ST. LOUIS — After more than a year of back and forth, voters made the final decision on so-called "Right-to-Work" legislation Tuesday, shooting the ballot measure down.

Voters rejected the measure by a wide margin, and The Associated Press called the election around 9:45.

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On all primary ballots, voters got the chance to vote on Proposition A. If passed, the proposition would adopt Senate Bill 19, also known as "Right to Work", which was passed by the Missouri general assembly in 2017 and signed by Former Governor Eric Greitens. The bill would prohibit mandatory union dues as a condition of employment in a labor organization.

The vote Tuesday marked a major victory for unions, which poured millions of dollars into a campaign to defeat Proposition A.

The right-to-work law originally was enacted in 2017 by Missouri's Republican-led Legislature and governor. But it never took effect, because unions gathered enough petition signatures to force a public referendum on it.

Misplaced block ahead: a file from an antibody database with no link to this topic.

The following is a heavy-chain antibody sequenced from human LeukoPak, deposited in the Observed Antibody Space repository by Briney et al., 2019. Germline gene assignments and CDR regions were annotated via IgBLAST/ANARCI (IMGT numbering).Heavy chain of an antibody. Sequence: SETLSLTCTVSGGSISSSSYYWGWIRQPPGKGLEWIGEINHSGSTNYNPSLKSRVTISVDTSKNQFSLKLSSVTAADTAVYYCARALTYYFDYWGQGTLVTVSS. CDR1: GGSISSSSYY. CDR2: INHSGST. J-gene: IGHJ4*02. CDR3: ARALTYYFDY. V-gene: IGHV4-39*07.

Unions argued the measure would have led to lower wages, while business groups claimed it could have led to more jobs. Economic studies showed mixed and sometimes conflicting results.

Although the bill was signed into law, opponents put the brakes on it and collected enough signatures to get it on the ballot.

It's a vote that's being watched around the country. It's been called "ground zero" in the right-to-work fight. Political analysts, including our Dave Robertson, say if unions here in Missouri can overturn 'Right-to-Work', supporters in other states may try to do the same.

Robertson said if Prop A had passed, it will be a big blow for unions. A punch that would be felt throughout the nation.

The Associated Press contributed to this story.